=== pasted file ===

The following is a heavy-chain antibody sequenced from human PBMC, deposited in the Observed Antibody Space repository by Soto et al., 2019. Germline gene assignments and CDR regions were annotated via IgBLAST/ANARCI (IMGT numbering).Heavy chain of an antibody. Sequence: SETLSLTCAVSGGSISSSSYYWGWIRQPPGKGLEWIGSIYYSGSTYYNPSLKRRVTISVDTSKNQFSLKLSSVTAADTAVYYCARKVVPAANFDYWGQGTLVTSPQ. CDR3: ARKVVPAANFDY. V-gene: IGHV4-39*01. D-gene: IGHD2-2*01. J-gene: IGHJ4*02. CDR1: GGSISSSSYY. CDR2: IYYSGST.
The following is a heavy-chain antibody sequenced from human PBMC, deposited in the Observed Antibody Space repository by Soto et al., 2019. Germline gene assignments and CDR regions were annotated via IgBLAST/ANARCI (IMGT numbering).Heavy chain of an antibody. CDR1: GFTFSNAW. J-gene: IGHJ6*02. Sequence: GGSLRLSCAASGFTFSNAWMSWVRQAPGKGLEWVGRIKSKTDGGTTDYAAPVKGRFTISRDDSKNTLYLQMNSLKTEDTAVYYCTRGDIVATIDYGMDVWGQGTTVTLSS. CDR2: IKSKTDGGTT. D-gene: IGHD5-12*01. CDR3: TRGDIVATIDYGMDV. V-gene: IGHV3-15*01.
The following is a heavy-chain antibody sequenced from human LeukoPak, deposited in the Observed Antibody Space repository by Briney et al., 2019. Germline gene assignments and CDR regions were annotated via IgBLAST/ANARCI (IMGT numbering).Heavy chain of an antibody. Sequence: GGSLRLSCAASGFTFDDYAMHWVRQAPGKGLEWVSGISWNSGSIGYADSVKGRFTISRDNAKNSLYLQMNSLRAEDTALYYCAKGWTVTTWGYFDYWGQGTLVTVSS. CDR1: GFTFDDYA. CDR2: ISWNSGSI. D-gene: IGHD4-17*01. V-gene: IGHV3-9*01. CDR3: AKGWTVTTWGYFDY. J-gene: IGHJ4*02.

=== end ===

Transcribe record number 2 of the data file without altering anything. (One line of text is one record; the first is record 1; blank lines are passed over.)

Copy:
The following is a heavy-chain antibody sequenced from human PBMC, deposited in the Observed Antibody Space repository by Soto et al., 2019. Germline gene assignments and CDR regions were annotated via IgBLAST/ANARCI (IMGT numbering).Heavy chain of an antibody. CDR1: GFTFSNAW. J-gene: IGHJ6*02. Sequence: GGSLRLSCAASGFTFSNAWMSWVRQAPGKGLEWVGRIKSKTDGGTTDYAAPVKGRFTISRDDSKNTLYLQMNSLKTEDTAVYYCTRGDIVATIDYGMDVWGQGTTVTLSS. CDR2: IKSKTDGGTT. D-gene: IGHD5-12*01. CDR3: TRGDIVATIDYGMDV. V-gene: IGHV3-15*01.